The wooden Rudolph and all the other reindeer cast a shadow on the ground as the sleigh glides through the neighborhoods, passing multiple children in pajamas and bare feet (a sight that hasn’t changed through years, Mary says), various homes that look like mini-wonderlands with spectacular holiday light displays, dogs that get their own treats from the ol’ fellah, people waving from inside their warm homes, and the many adults who come out on their porches or into the streets to give a hug, briefly chat, and get a candy cane. “This time of year, there is no such thing as age, we are all young,” Santa booms on the mic.

The Ramsdells have been donning their Christmas attire ever since they found out the Spanaway fire department did a Santa run and wanted to bring something similar to the Key Peninsula. At first, they did only some neighborhoods every year as the KP Firefighters Association, who sponsors the Santa visits, had several “actors.” But with time, Fred did more and more routes and eventually became the official deal, also making appearances at the tree lighting and other KP events. For a guy described by those who know him as a “ham,” it was a natural role.

Mary started out as an elf. One year, Santa’s presence was requested at two different events. To solve the problem of double booking, Pedersen suggested [that] Mrs. Claus could make one of the visits —so she sewed up a costume in a hurry and Mary became Mrs. Santa. People who may not recognize Fred out of costume minus the beard and hat can figure out their identities right away when they see Mary. They receive thank-yours in some unusual places during the year — grocery store lines, hospital stays.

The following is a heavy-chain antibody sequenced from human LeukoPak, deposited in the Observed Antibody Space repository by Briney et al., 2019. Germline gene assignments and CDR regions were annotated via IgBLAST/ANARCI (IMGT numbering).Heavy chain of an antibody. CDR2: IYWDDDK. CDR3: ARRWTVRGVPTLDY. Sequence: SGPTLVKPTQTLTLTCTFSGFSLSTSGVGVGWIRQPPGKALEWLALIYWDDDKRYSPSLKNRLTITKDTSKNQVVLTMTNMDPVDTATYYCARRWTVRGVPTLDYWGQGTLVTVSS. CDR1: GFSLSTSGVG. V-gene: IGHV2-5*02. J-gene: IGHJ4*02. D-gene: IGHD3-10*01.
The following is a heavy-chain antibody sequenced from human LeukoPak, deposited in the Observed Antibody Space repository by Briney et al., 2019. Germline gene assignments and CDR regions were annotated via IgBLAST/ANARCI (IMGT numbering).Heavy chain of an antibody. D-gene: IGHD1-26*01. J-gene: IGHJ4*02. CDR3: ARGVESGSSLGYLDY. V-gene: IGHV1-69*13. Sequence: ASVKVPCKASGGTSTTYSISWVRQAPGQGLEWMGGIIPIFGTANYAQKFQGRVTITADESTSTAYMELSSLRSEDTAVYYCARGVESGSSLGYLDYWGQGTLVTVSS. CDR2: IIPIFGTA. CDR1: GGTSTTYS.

But it’s not the thank-yours that brought them out every year. After a particularly brutal run, with their faces cut by sleet or clothes wet, the two may have wondered why they do it. All they had to do is think about the lit-up faces of the little kids, Fred says, and the question of “retirement” went away. Kids like 9-month-old Joseph Geier, who is brought by mom Jennie to see Santa for the first time. Or 3-year-old Lincoln Lopez and 2-year-old K.I., who brought Santa a letter and cookies. The two made a special trip to their grandparents on the Key Pen just to see Santa. “They are from the city and never see something like this,” grandpa says.

Santa receives many letters and cookies during his stops, along with wish lists, cards and small gifts. On their final night, with a full moon lighting the sky, they also get greeted by tears: An adult couple in Taylor Bay Estates who put on an incredible light display give them hugs for one last year.

From one father, they hear, “We really love you guys coming around.” From three teen-age boys, “We’ve been running all around Palmer Lake looking for you.” From a man near toward the end of the night, “Have fun!” “We do,” Fred replies.

And that’s how the two former firefighters describe their 30-year affair with the Key Peninsula’s Christmas tradition: fun. It’s the same word they use to describe their new adventure, moving later this year to Hawaii, where they are building a new home. Fred, a volunteer who became the KP fire district’s first paid firefighter (long retired), grew up on Herron Road and has lived here his entire life. Mary, who was also a longtime volunteer firefighter and has worked as a dispatcher (with a dispatch phone in her house), is a longtime resident. An extended family, from Fred’s brothers to the couple’s children, will stay behind on the KP and nearby areas, a guarantee the Ramsdells will visit often.

The two are very excited about their new adventure — as evidenced perhaps by the lighted palm trees that have been part of their outdoor holiday décor the last three years. “I look forward to planting my banana trees,” Fred says, while Mary calls their move “the opening of another door.”

What will they miss the most? “The joy and the kids’ faces,” Fred says.

They, too will be greatly missed by the Key Peninsula’s young and old who have counted on their hugs and cheer. Santa Ramsdell and his missus’ big shoes will be pretty hard to fill.